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June 4, 2004

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One of the more interesting personal transportation devices we have seen in recent times is the German-made EasyGlider - an electrically-powered wheel with a handle that offers a quite unique motive experience, exhilarating speed and a range of 35km on each charge.

After several years of development of the EasyGlider, the final production version is nearing readiness and the company plans to deliver the first vehicles in September with mass production due to begin in October 2004.

So strong has been the interest in the eco-friendly EasyGlider that the company is holding firm orders for more than 2000 at the retail price of EU890 (AU$1430).

The final Glider will be the fifth redesign of the machine on its way from concept to market as 'an individual transportation device for the future.'

Think of the EasyGlider as a cross between an electric scooter and water-skiing. The single driven wheel acts in the same way that a water-ski boat does, pulling the user along behind, though in this instance the accelerator and brake are hand-controlled by the 'skier.'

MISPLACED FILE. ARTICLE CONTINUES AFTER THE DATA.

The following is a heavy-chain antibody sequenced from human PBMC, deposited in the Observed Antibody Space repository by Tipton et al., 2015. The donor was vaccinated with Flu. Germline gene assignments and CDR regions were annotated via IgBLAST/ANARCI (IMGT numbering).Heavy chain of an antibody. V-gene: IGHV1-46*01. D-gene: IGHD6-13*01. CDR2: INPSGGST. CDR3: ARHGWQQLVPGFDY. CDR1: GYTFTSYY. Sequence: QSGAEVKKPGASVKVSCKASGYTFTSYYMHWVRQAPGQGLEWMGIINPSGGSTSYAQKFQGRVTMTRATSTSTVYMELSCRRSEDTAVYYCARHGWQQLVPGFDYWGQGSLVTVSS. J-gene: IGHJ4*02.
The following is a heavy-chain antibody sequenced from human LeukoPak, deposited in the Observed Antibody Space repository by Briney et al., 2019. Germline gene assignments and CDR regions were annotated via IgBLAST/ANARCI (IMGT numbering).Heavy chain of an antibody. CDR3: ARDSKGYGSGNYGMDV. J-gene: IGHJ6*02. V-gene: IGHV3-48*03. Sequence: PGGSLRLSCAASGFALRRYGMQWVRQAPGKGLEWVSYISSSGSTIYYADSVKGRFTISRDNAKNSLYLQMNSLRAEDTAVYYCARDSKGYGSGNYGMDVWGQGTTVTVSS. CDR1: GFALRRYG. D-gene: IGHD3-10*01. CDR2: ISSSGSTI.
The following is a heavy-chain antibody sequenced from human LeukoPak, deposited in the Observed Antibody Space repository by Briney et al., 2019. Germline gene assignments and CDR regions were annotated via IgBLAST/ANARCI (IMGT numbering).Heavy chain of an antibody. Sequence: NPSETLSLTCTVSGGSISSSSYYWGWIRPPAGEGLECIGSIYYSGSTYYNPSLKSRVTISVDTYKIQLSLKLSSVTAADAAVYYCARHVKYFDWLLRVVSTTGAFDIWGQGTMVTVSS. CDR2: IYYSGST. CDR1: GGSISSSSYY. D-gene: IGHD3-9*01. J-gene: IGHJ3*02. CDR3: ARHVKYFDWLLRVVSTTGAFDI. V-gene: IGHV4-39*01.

The 'skiing on asphalt' mode is typically done in conjunction with the rider using in-line skates or a skateboard, though there is also a wheeled 'char' that can be attached directly to the EasyGlider transforming it into a complete transportation system without the need for blades or a board.

By attaching the char, the EasyGlider turns into what the designers call 'an economic all-day transportation device.'

The EasyGlider is small and compact and can be easily stowed in a car trunk. More details as production specifications emerge. The EasyGlider weighs in at around 22kg, which is around half the weight of the Segway, the device it is most likely to be compared with.

About the Author
Mike Hanlon Mike grew up thinking he would become a mathematician, accidentally started motorcycle racing, got a job writing road tests for a motorcycle magazine while at university, and became a writer. As a travelling photojournalist during his early career, his work was published in a dozen languages across 20+ countries. He went on to edit or manage over 50 print publications, with target audiences ranging from pensioners to plumbers, many different sports, many car and motorcycle magazines, with many more in the fields of communication - narrow subject magazines on topics such as advertising, marketing, visual communications, design, presentation and direct marketing. Then came the internet and Mike managed internet projects for Australia's largest multimedia company, Telstra.com.au (Australia's largest Telco), Seek.com.au (Australia's largest employment site), top100.com.au, hitwise.com, and a dozen other internet start-ups before founding Gizmag in 2002. Now he writes and thinks. All articles by Mike Hanlon
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